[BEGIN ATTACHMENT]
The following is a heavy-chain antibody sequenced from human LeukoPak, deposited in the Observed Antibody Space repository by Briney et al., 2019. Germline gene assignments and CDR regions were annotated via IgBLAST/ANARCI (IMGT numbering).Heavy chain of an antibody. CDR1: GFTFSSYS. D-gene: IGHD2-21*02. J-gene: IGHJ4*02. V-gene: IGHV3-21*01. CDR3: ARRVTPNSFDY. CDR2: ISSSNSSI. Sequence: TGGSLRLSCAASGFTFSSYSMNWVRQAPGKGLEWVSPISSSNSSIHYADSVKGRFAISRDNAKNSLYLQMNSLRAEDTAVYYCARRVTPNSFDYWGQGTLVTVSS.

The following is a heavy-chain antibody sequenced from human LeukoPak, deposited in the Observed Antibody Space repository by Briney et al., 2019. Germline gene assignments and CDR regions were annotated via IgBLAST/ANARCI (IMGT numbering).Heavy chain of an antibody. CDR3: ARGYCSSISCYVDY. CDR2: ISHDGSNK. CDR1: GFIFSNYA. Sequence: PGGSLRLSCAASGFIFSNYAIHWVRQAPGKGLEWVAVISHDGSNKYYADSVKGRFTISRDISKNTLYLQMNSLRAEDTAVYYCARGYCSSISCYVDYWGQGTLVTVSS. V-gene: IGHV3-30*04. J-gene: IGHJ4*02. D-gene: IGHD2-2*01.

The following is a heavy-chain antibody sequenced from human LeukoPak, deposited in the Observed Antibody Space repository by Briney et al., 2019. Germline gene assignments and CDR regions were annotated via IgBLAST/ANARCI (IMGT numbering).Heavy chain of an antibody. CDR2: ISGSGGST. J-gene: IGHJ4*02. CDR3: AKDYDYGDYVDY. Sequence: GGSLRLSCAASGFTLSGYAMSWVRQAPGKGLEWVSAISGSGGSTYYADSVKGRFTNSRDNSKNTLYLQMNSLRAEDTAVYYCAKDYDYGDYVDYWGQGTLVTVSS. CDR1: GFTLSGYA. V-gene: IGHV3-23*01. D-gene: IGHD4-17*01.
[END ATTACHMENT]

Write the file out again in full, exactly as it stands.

The following is a heavy-chain antibody sequenced from human LeukoPak, deposited in the Observed Antibody Space repository by Briney et al., 2019. Germline gene assignments and CDR regions were annotated via IgBLAST/ANARCI (IMGT numbering).Heavy chain of an antibody. CDR1: GFTFSSYS. D-gene: IGHD2-21*02. J-gene: IGHJ4*02. V-gene: IGHV3-21*01. CDR3: ARRVTPNSFDY. CDR2: ISSSNSSI. Sequence: TGGSLRLSCAASGFTFSSYSMNWVRQAPGKGLEWVSPISSSNSSIHYADSVKGRFAISRDNAKNSLYLQMNSLRAEDTAVYYCARRVTPNSFDYWGQGTLVTVSS.

The following is a heavy-chain antibody sequenced from human LeukoPak, deposited in the Observed Antibody Space repository by Briney et al., 2019. Germline gene assignments and CDR regions were annotated via IgBLAST/ANARCI (IMGT numbering).Heavy chain of an antibody. CDR3: ARGYCSSISCYVDY. CDR2: ISHDGSNK. CDR1: GFIFSNYA. Sequence: PGGSLRLSCAASGFIFSNYAIHWVRQAPGKGLEWVAVISHDGSNKYYADSVKGRFTISRDISKNTLYLQMNSLRAEDTAVYYCARGYCSSISCYVDYWGQGTLVTVSS. V-gene: IGHV3-30*04. J-gene: IGHJ4*02. D-gene: IGHD2-2*01.

The following is a heavy-chain antibody sequenced from human LeukoPak, deposited in the Observed Antibody Space repository by Briney et al., 2019. Germline gene assignments and CDR regions were annotated via IgBLAST/ANARCI (IMGT numbering).Heavy chain of an antibody. CDR2: ISGSGGST. J-gene: IGHJ4*02. CDR3: AKDYDYGDYVDY. Sequence: GGSLRLSCAASGFTLSGYAMSWVRQAPGKGLEWVSAISGSGGSTYYADSVKGRFTNSRDNSKNTLYLQMNSLRAEDTAVYYCAKDYDYGDYVDYWGQGTLVTVSS. CDR1: GFTLSGYA. V-gene: IGHV3-23*01. D-gene: IGHD4-17*01.